The dangers of narrative; or why, if Liverpool FC win the league, I’m going to live forever

Raheem Sterling and Luis Suarez in Liverpool vs Norwich
Raheem Sterling and Luis Suarez celebrate one more step towards immortality; metaphorical for them, literal for me

If you’re a Liverpool fan, even a soft southern one like me, you can feel it. A sense of manifest destiny, of a story too wonderful to resist. The 25th anniversary of Hillsborough, a city and a club still coming to terms with its wounds, still trying to find justice; the captain, Steven Gerrard, in the twilight of his career, within touching distance of the one trophy he has always wanted but has never really got near, and who lost a cousin at Hillsborough himself; a young team of local boys and last-chance-salooners (and a charismatic pantomime villain) playing swift, devastating, we’ll-score-more-than-you football. The two top scorers in the league. The season after the man who gloried in “knocking them off their perch” retires. A young manager who wants to play the right way. Eleven games won in a row as rivals stumble (I write this just after Liverpool scored their third, so I am jinxing it for the sake of a swiftly written piece; now Norwich have brought it back to 2-3 and Lucas has just missed an absolute sitter with seconds to play).

It’s the only story of the footballing year. If Liverpool don’t win it, every narrative bone in my body will be twanging: it will feel like a piece of music that doesn’t come back to the tonic; unresolved, incomplete. So I’m going to use the opportunity to write a massively pretentious piece about narrative. If someone has five minutes to email Pseud’s Corner, I’d appreciate it.

Humans are narrative creatures, of course. We arrange the world into stories because it’s easier to understand that way; our memories are stories we tell to make sense of jumbled events; our sense of self, really, is the story we tell ourselves about the sort of person we are. There’s a lot of psychological research into this sort of thing; I particularly like the “fundamental attribution error”, in which we ascribe our own bad behaviour to circumstance, but assume that if someone else behaves badly, it’s because they’re not very nice people. We tell ourselves a story in which we are not the villain.

I think a large part of becoming an adult is the slow and sometimes painful realisation that you’re not the protagonist of a story, that there is no grand narrative and no ultimate destiny. You realise it, intellectually, quite early, but when do you start to feel it? Is it when you become a parent and another life becomes more important than your own? (Don’t ask me, I’ve only been a parent for 11 weeks. I still feel like I’m the star; forget this young pretender.)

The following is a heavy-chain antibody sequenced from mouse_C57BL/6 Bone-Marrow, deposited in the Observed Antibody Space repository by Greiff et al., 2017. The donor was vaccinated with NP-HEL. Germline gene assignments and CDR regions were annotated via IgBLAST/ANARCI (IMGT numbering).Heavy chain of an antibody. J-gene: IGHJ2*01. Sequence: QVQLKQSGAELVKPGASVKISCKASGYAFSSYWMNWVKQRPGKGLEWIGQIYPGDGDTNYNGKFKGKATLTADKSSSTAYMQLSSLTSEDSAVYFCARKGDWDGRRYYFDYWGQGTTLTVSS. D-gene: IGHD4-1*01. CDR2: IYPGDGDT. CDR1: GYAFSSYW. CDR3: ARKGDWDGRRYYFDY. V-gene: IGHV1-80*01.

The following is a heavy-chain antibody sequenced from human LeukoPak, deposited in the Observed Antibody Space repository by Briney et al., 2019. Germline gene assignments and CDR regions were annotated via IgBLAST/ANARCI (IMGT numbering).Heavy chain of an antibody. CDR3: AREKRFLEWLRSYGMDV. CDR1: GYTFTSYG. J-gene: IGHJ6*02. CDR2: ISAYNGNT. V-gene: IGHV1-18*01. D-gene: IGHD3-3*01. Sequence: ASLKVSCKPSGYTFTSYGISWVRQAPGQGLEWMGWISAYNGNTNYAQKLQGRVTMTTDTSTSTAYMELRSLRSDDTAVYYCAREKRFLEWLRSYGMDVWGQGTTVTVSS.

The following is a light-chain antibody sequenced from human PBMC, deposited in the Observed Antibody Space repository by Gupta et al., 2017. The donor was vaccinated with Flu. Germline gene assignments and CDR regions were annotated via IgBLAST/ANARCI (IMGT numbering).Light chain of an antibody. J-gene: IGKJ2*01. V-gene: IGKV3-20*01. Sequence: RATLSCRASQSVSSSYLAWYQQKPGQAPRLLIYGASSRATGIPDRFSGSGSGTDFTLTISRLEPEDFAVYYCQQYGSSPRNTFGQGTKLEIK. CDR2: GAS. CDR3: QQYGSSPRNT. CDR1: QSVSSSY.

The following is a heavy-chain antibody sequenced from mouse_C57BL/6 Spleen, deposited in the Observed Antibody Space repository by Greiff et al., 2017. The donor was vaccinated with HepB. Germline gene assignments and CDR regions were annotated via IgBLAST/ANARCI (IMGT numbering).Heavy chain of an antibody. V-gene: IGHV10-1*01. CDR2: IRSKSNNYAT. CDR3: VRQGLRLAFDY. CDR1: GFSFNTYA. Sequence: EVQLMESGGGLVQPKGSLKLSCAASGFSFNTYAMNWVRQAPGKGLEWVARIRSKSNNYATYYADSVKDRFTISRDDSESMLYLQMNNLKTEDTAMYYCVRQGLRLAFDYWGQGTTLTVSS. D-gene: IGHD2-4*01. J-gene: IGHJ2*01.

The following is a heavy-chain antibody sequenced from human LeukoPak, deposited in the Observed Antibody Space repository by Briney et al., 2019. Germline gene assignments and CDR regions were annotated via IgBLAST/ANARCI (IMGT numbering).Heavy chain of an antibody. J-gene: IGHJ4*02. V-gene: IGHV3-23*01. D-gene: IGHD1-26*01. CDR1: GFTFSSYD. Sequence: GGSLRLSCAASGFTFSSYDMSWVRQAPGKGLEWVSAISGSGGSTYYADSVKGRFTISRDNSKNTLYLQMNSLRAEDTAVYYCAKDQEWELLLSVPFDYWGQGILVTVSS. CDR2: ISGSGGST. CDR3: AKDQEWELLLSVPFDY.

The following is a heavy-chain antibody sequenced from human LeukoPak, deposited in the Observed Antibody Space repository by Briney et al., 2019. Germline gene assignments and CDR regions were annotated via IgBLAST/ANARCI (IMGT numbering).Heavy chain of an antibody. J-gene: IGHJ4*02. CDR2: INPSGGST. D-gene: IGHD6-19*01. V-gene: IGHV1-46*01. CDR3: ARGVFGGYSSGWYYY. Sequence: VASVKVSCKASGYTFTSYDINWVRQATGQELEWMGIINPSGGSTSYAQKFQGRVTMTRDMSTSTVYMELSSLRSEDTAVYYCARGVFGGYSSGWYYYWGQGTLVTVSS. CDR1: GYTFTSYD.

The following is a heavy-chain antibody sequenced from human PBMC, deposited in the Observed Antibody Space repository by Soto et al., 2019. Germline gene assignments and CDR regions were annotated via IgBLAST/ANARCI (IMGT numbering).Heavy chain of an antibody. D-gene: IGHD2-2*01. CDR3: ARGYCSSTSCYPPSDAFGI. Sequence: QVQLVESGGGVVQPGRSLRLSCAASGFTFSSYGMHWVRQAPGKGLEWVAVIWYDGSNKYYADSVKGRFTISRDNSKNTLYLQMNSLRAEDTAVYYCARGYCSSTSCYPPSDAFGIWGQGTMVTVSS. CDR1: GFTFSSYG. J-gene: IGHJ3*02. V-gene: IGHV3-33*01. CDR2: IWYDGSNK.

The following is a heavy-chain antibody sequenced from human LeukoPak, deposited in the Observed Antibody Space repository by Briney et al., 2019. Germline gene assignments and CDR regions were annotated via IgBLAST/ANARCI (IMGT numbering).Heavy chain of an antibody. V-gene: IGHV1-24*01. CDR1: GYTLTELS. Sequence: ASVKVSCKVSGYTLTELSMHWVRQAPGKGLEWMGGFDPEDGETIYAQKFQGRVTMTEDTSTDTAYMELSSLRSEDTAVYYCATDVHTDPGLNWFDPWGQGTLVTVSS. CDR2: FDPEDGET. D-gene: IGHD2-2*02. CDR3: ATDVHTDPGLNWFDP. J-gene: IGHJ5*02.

On a grander scale, the story of humanity, ironically, is one of realising that we’re not the story, and in fact that there is no story. We’re not the central figures in a little drama, we’re a clever species of ape on one particular undistinguished rock among endless trillions. Destiny is bunk, prophecies are false, history has no great arc; there are only events, good bad and neutral by our own standards but always indifferent from the point of view of the universe.

Interestingly, a book I’m reading at the moment, Max Tegmark’s Our Mathematical Universe, hints that there might be reason to think otherwise; that there are an infinite number of universes and that, perhaps, our consciousness always experiences one of the ones in which we stay alive. Will we all end up the oldest person alive in our own universes, he wonders.

I haven’t got to that bit yet so I can’t argue with the idea behind it (I doubt I’ll be able to when I do). But as appealing as it might be that science could put us back at the heart of our own stories, it doesn’t sound likely; it sounds, to me, like wishful thinking. I want to live forever as well. But I doubt I will.

Anyway. I’m uncomfortably aware that this is a vast overreaction to my particular sporting team doing somewhat better than expected this season, and maybe it’s the sleep deprivation and emotion of new fatherhood speaking. But for some reason the Liverpool narrative has become important; almost a test of my theory that there is no real great story. If this story doesn’t come true, then clearly, there are no real narratives.

The final whistle has just gone at Carrow Road; Norwich 2 Liverpool 3, after yet another squeaky, tense, nerve-jangling finish. And I seem to have just written something implying that if Liverpool win the league, I’m going to live forever. As if the stakes on next week’s game against Chelsea weren’t high enough already.

More on football

If Fifa isn’t corrupt, then it’s incredibly stupid
Premiership glamour conceals the collapse of grassroots
Sir Alex Ferguson’s hairdryer has been unplugged

// <![CDATA[
!function(d,s,id){var js,fjs=d.getElementsByTagName(s)[0],p=/^http:/.test(d.location)?'http':'https';if(!d.getElementById(id)){js=d.createElement(s);;js.src=p+'://';fjs.parentNode.insertBefore(js,fjs);}}(document, 'script', 'twitter-wjs');_
// ]]>


Leave a Reply

Fill in your details below or click an icon to log in: Logo

You are commenting using your account. Log Out /  Change )

Google+ photo

You are commenting using your Google+ account. Log Out /  Change )

Twitter picture

You are commenting using your Twitter account. Log Out /  Change )

Facebook photo

You are commenting using your Facebook account. Log Out /  Change )


Connecting to %s